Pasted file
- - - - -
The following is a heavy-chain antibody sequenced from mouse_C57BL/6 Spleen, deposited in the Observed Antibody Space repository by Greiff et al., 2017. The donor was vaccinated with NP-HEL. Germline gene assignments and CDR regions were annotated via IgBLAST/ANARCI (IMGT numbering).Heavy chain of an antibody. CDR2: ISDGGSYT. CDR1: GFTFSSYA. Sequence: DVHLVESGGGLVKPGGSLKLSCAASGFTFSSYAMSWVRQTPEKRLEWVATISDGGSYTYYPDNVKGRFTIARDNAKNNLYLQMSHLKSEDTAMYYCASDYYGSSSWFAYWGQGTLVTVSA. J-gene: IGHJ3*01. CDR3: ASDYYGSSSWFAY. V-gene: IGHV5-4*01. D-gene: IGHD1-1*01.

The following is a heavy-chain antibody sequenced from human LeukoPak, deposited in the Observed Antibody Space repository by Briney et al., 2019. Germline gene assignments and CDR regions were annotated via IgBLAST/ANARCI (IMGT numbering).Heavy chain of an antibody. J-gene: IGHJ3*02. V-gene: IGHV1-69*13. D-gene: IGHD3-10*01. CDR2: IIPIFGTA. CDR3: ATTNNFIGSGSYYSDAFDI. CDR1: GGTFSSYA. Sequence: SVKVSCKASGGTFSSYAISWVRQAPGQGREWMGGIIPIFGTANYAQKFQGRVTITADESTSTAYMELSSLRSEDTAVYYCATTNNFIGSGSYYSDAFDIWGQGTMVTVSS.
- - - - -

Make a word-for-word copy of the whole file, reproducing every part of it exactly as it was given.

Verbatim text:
The following is a heavy-chain antibody sequenced from mouse_C57BL/6 Spleen, deposited in the Observed Antibody Space repository by Greiff et al., 2017. The donor was vaccinated with NP-HEL. Germline gene assignments and CDR regions were annotated via IgBLAST/ANARCI (IMGT numbering).Heavy chain of an antibody. CDR2: ISDGGSYT. CDR1: GFTFSSYA. Sequence: DVHLVESGGGLVKPGGSLKLSCAASGFTFSSYAMSWVRQTPEKRLEWVATISDGGSYTYYPDNVKGRFTIARDNAKNNLYLQMSHLKSEDTAMYYCASDYYGSSSWFAYWGQGTLVTVSA. J-gene: IGHJ3*01. CDR3: ASDYYGSSSWFAY. V-gene: IGHV5-4*01. D-gene: IGHD1-1*01.

The following is a heavy-chain antibody sequenced from human LeukoPak, deposited in the Observed Antibody Space repository by Briney et al., 2019. Germline gene assignments and CDR regions were annotated via IgBLAST/ANARCI (IMGT numbering).Heavy chain of an antibody. J-gene: IGHJ3*02. V-gene: IGHV1-69*13. D-gene: IGHD3-10*01. CDR2: IIPIFGTA. CDR3: ATTNNFIGSGSYYSDAFDI. CDR1: GGTFSSYA. Sequence: SVKVSCKASGGTFSSYAISWVRQAPGQGREWMGGIIPIFGTANYAQKFQGRVTITADESTSTAYMELSSLRSEDTAVYYCATTNNFIGSGSYYSDAFDIWGQGTMVTVSS.